Lordstown Motors said Monday that CEO Steve Burns and CFO Julio Rodriguez have resigned, days after the electric truck maker warned that it had “substantial doubt” about its ability to continue as a going concern in the next year.
Shares of Lordstown, which went public through a special purpose acquisition company, or SPAC, in October, slid by about 13 percent during premarket trading.
Lordstown said its lead independent director, Angela Strand, has been appointed executive chairwoman and would oversee the firm’s transition until a permanent CEO is identified. The company named Becky Roof as interim CFO effective immediately.
The resignations come amid an internal investigation of the company’s operations into claims by short-seller Hindenburg Research that it misled investors. The U.S. Securities and Exchange Commission has opened an inquiry looking at Hindenburg’s claims as well as the company’s merger with SPAC DiamondPeak Holdings.
Hindenburg accused Lordstown in a March report of using “fake” orders to raise capital for its Endurance electric pickup. The short seller said the pickup was years away from production; however, Lordstown has maintained it’s on track to start making the vehicle in September.
The resignations are the latest blows to Ohio-based Lordstown, which attracted interest after General Motors pulled the plug on its sedan plant in Lordstown, in northeast Ohio, almost two years ago, eliminating more than 1,300 jobs and creating a headache for the local economy that depended on the factory, drawing the ire of former President Donald Trump.
Lordstown Motors bought the assembly plant, and said it hoped to employ more people than its predecessor by the end of 2021. The company aimed to manufacture Endurance, an all-electric pickup.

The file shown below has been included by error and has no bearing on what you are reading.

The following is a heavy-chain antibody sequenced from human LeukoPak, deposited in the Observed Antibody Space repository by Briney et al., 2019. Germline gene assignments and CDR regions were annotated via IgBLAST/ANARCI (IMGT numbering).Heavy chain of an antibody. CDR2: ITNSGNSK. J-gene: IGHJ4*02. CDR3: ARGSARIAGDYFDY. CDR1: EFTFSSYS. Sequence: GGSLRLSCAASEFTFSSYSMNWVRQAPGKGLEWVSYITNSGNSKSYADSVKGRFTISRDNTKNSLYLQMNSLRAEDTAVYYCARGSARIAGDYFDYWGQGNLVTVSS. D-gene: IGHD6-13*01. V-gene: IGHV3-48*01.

Shares of the aspiring automaker are down more than 40 percent this year. Its market cap is about $2 billion.
Lordstown is among a growing group of electric vehicle start-ups going public through deals with SPACs, which have become a popular way of raising money on Wall Street because they have a more streamlined regulatory process than traditional initial public offerings.
The company is scheduled to host media, investors, analysts and others next week at its plant, a former General Motors facility, in Ohio. Strand said those plans remain in place.
“We remain committed to delivering on our production and commercialization objectives, holding ourselves to the highest standards of operation and performance and creating value for shareholders,” she said in a statement. “Along with the management team, I will continue to work closely with them and the Board to execute on Lordstown’s vision for the future of electrified transportation.”
Burns is the latest high-profile executive of a SPAC-backed automotive company to resign. Nikola Chairman Trevor Milton, who served as CEO ahead of the company’s June 2020 IPO, resigned last year amid SEC inquires following a separate Hindenburg Research report that accused Milton and the company of misleading investors.